By Jill Maginnity

“Nothing about us, without us”. This empowering statement emerged from the disability rights movement and it absolutely reminds all of us at Afford that client advocacy is one of the key areas of our commitment to being a human rights-based organisation.

It’s not just a catchy set of inspirational words.

It really does mean that if policies and decisions are being made about people, the people those policies and decisions impact should be a part of that process. For us at Afford, this is about informed choices for our clients, supporting them to make the decisions that are right for them and providing easy ways to do this , and ensuring that our clients feel safe to speak up.

A culture for client advocacy

Hopefully you’re lucky enough that if you’ve ever been reliant on someone to support you that they did so without making you feel powerless. Or that if you didn’t like how support was given to you and asked for something to change, that you weren’t treated badly, or worried about the impact that speaking up might have on your safety or choices.

Historically speaking that hasn’t been the case for people living with disability. It used to be that people living with disability were not listened to, as though their choices didn’t matter, and as though others knew better. People were not given  choice. Decisions were made on people’s behalf and without consultation. It was a case of put up and shut up and if you complained or tried to speak up, you were labelled as difficult or badly behaved.

Think about being reliant on another person for your personal care, and quality of life. Think about how important trust in this relationship is. Consider how careful you are about this relationship, and how aware of the power difference and potential abuse of power this dynamic can create.

With this context in mind, do you think it is important that you feel you can say what you want and need in this relationship without fear of being treated differently or badly? Is it important that you feel that you are safe, respected and heard?

Of course it is.

The foundation for client advocacy in disability services is having a culture where human rights and choice is supported and understood. Client advocacy is about open and inclusive feedback, it is also about what you stop, start or continue doing. It is about coming back to our clients to say that you have taken action according to feedback – and to ask if that action has produced the desired and effective outcome. It is about doing this respectfully, openly, with dignity and integrity.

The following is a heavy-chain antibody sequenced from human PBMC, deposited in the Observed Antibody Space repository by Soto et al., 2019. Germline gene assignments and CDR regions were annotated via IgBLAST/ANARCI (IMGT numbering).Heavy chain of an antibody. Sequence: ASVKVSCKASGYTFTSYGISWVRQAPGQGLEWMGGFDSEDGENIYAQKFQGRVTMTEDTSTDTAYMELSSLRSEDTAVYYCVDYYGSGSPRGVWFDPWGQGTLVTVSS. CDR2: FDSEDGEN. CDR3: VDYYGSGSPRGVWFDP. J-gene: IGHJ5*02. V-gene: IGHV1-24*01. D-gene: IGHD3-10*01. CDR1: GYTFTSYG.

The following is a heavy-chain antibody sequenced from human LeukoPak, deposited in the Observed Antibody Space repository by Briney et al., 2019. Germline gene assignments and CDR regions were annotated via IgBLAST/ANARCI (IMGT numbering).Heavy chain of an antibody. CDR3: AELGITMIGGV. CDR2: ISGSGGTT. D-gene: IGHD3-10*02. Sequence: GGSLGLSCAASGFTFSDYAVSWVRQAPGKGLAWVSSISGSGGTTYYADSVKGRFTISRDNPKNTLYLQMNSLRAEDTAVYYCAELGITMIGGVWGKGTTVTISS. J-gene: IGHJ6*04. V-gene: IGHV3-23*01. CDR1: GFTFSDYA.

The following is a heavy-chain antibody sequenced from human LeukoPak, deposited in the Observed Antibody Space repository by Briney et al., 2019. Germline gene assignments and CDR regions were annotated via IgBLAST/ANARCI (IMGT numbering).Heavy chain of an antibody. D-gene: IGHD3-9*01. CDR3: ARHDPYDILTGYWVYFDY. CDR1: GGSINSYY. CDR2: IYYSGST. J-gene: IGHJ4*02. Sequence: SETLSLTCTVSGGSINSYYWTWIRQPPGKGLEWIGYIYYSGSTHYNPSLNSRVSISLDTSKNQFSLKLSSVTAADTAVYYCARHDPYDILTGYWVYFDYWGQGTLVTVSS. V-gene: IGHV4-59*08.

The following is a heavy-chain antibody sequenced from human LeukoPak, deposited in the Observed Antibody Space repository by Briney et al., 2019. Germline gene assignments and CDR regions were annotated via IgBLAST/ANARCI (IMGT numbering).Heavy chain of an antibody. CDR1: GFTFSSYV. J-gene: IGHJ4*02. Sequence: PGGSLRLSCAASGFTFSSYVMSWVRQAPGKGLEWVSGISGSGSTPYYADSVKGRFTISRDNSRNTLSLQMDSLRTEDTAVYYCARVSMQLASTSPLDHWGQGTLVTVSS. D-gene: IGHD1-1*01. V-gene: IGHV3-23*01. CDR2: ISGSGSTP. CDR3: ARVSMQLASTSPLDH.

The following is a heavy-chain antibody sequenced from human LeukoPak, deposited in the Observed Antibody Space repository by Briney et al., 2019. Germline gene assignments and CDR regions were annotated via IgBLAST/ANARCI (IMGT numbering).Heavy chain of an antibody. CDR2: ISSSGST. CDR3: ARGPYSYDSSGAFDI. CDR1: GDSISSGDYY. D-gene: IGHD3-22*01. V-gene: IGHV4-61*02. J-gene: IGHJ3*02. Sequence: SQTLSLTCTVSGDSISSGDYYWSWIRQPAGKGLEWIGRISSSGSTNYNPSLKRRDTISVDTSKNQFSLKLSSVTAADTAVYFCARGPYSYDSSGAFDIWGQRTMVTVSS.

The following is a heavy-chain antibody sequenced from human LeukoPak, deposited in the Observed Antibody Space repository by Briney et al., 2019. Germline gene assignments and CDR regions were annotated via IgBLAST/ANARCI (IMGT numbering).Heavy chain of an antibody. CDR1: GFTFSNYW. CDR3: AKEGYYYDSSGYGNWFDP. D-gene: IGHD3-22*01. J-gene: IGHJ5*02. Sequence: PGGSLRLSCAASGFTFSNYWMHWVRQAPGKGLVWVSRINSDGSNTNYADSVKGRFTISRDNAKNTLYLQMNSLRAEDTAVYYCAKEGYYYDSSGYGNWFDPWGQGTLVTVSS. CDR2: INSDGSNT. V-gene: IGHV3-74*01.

We have embraced this culture at Afford over the past 18 months. We support client advocacy and rights of our clients to speak up, be heard and have choices and decisions

Client advocacy means acknowledging that we do not want history to repeat itself

Client advocacy embraces the idea that the feedback won’t always be good – and it’s important to be open about that. We lean into this, because with human-centred care the reality is that there will be subtleties and specific things that every individual wants and needs.

We need to be honest about the history of institutionalised disability care, where generic solutions were applied to personal needs – often resulting in compromised privacy, dignity and choice. The result of this was no avenue for the voice of clients and no control over decisions that directly impacted individuals’ lives. We are talking about a sector with a horrible history of abuse, violence and exploitation.

How are we making client advocacy happen?

Today at Afford, client advocacy means that people can speak up, that they know they will be heard and they know action will be taken – and we’ll check with them that the action was the right action.

We’re shifting from a place of others advocating on behalf of clients to clients advocating for themselves – and we work with our clients to find the best way to support that.

We work with the belief that clients have the ability to be involved in decision making, and that when we say the word ‘client’ we really do mean the person we are supporting – not their family, friends or guardians. It is the person living with disability making choices and communicating those choices for themselves.

We support this in every way we can, including through:

  • Ensuring communications and resources are developed in EasyRead format.
  • Protected social content sharing apps.
  • Forums for clients, families, guardians and carers.
  • More assisted technology.

We have a policy for, and also provide the space and time for, supported decision making, and we are very close to having a framework for this. We are 100 percent committed to putting client advocacy into everyday practice across the organisation.

We are also interested in what else we can do to continuously improve our client advocacy – so if you have ideas, please get in touch.

Was this page helpful?

Is there anything missing on this page? Please let us know

Is there anything missing on this page? Please let us know

Skip to content